Ten years ago, Inception, the dream-team movie collaboration between Leonardo DiCaprio and Christopher Nolan, rode into theaters on a wave of hype and secrecy matching the director’s previous game-changer, The Dark Knight. The dizzying dream heist thriller floored audiences with its complex shots – a city collapsing on itself, along with the practical effects wizardry of rotating hallway brawls – and a densely, literally layered plot. It left audiences wanting more… and we’re here to help. If you’re looking for more movies like Inception, the two other Nolan films that hew most closely are 1999’s brain-splitter Memento, and 2006’s treacherous The Prestige. But you, esteemed Tomato-reader, already knew that, have seen ’em both – probably many times – and thus know the joys of a David-Bowie-as-Nikola-Tesla performance! We present, then, 20 more movies to watch if you loved Inception.
First, there’s Shutter Island, which has a lot of overlap with Inception, and not just because they star the same guy. They’re both slick, dark thrillers that question reality and perception. (See our list of 20 movies to watch if you loved Shutter Island, which has more Incept-y movies like Dark City and The Game.)
What makes a movie like Inception? The initial response is for some cracking sci-fi mind-f–kers. The number of these films has exploded since 2000, especially in the last decade: Think the space-time continuum-whacking Predestination, Primer, and Timecrimes. Movies like Mr. Nobody, The Congress, The Cell, Coherence, Time Lapse, and Enemy explore identity across multiple realities. Inception shares the most in the plot department with Satoshi Kon’s anime Paprika.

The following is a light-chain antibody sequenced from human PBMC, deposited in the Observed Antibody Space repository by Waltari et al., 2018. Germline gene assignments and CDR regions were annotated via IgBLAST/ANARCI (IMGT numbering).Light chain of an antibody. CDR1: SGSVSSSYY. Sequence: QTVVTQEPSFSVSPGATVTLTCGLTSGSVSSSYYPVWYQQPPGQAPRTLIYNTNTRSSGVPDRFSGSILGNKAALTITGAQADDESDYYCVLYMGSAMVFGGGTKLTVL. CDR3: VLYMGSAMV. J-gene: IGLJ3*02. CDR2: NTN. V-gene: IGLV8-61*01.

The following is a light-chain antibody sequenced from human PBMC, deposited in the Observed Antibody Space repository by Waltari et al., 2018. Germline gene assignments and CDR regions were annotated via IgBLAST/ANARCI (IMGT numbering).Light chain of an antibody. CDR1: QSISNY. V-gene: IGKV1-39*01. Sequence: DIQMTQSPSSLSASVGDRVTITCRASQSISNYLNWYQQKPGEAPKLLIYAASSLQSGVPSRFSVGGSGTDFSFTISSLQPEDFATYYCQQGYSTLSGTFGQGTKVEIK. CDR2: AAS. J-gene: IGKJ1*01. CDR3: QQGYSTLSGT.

But the mood really started in the ’90s. An approaching new millennium felt like crossing a threshold into the unknown future, where technology, like Inception‘s mechanics to hijack dreams, brought limitless opportunities and dangers. The Truman Show, eXistenZ, Being John Malkovich, and The Thirteenth Floor explore this space. Earlier brain-hopping takes include adventure romp Dreamscape, and the absurdly violent Total Recall. Then there’s Rainer Werner Fassbinder, who was on simulated realities in the 1970s with World on a Wire, which Criterion has pressed for its original 3.5 hour cut.
Of course, Inception wouldn’t have resonated if it was all just sleight-of-hands and technical games; DiCaprio’s family drama provided a compelling emotional hook. Movies that have this same melancholic thread in complicated settings include Robin Williams afterlife fantasy/drama What Dreams May Come, and the existentially devastating Synecdoche, New York.
(Photo by Universal / courtesy Everett Collection)
Martin Scorsese followed his Best Picture and Director-winning The Departed with his most directly entertaining, plot twist-heavy movie, a psychological thriller starring Leonardo DiCaprio investigating a remote asylum with a missing patient. Of course, it’s apparent from the beginning things aren’t as they seem…
If you’re looking for more movies like Shutter Island, why not start with the grandaddy of unreliable narrator movies: The Cabinet of Dr. Caligari. It may be 100 (!) years old, but it still has the power to spook and captivate.